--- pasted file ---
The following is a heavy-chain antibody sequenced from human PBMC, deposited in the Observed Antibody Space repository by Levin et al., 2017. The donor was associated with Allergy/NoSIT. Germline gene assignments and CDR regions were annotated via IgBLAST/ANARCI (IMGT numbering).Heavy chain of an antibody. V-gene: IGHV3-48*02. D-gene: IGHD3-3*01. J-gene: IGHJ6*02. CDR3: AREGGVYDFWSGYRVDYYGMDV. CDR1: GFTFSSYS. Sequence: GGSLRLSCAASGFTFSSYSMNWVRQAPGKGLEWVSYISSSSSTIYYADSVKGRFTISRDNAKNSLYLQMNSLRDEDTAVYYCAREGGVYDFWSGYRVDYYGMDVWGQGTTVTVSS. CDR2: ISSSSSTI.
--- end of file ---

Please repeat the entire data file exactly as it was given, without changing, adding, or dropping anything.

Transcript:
The following is a heavy-chain antibody sequenced from human PBMC, deposited in the Observed Antibody Space repository by Levin et al., 2017. The donor was associated with Allergy/NoSIT. Germline gene assignments and CDR regions were annotated via IgBLAST/ANARCI (IMGT numbering).Heavy chain of an antibody. V-gene: IGHV3-48*02. D-gene: IGHD3-3*01. J-gene: IGHJ6*02. CDR3: AREGGVYDFWSGYRVDYYGMDV. CDR1: GFTFSSYS. Sequence: GGSLRLSCAASGFTFSSYSMNWVRQAPGKGLEWVSYISSSSSTIYYADSVKGRFTISRDNAKNSLYLQMNSLRDEDTAVYYCAREGGVYDFWSGYRVDYYGMDVWGQGTTVTVSS. CDR2: ISSSSSTI.